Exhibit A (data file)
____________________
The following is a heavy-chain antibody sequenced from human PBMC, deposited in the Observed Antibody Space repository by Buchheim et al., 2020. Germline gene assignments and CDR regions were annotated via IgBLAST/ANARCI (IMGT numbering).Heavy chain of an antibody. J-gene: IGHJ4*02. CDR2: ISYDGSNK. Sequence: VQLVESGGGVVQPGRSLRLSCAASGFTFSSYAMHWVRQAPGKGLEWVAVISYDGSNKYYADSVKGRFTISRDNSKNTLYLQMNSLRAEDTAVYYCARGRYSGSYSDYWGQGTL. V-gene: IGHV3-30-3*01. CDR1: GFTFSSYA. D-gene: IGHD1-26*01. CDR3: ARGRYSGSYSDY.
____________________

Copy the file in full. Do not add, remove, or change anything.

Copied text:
The following is a heavy-chain antibody sequenced from human PBMC, deposited in the Observed Antibody Space repository by Buchheim et al., 2020. Germline gene assignments and CDR regions were annotated via IgBLAST/ANARCI (IMGT numbering).Heavy chain of an antibody. J-gene: IGHJ4*02. CDR2: ISYDGSNK. Sequence: VQLVESGGGVVQPGRSLRLSCAASGFTFSSYAMHWVRQAPGKGLEWVAVISYDGSNKYYADSVKGRFTISRDNSKNTLYLQMNSLRAEDTAVYYCARGRYSGSYSDYWGQGTL. V-gene: IGHV3-30-3*01. CDR1: GFTFSSYA. D-gene: IGHD1-26*01. CDR3: ARGRYSGSYSDY.